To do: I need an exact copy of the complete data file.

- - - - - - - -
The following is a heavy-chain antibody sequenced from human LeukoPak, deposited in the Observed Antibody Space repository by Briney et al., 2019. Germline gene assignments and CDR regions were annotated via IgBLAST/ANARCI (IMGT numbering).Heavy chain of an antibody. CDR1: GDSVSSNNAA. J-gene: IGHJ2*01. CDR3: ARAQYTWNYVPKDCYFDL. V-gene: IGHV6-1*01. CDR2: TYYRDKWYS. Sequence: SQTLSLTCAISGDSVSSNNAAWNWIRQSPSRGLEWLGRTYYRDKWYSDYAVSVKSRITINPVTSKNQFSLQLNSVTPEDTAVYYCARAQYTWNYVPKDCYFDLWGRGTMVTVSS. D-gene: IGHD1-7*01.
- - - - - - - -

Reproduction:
The following is a heavy-chain antibody sequenced from human LeukoPak, deposited in the Observed Antibody Space repository by Briney et al., 2019. Germline gene assignments and CDR regions were annotated via IgBLAST/ANARCI (IMGT numbering).Heavy chain of an antibody. CDR1: GDSVSSNNAA. J-gene: IGHJ2*01. CDR3: ARAQYTWNYVPKDCYFDL. V-gene: IGHV6-1*01. CDR2: TYYRDKWYS. Sequence: SQTLSLTCAISGDSVSSNNAAWNWIRQSPSRGLEWLGRTYYRDKWYSDYAVSVKSRITINPVTSKNQFSLQLNSVTPEDTAVYYCARAQYTWNYVPKDCYFDLWGRGTMVTVSS. D-gene: IGHD1-7*01.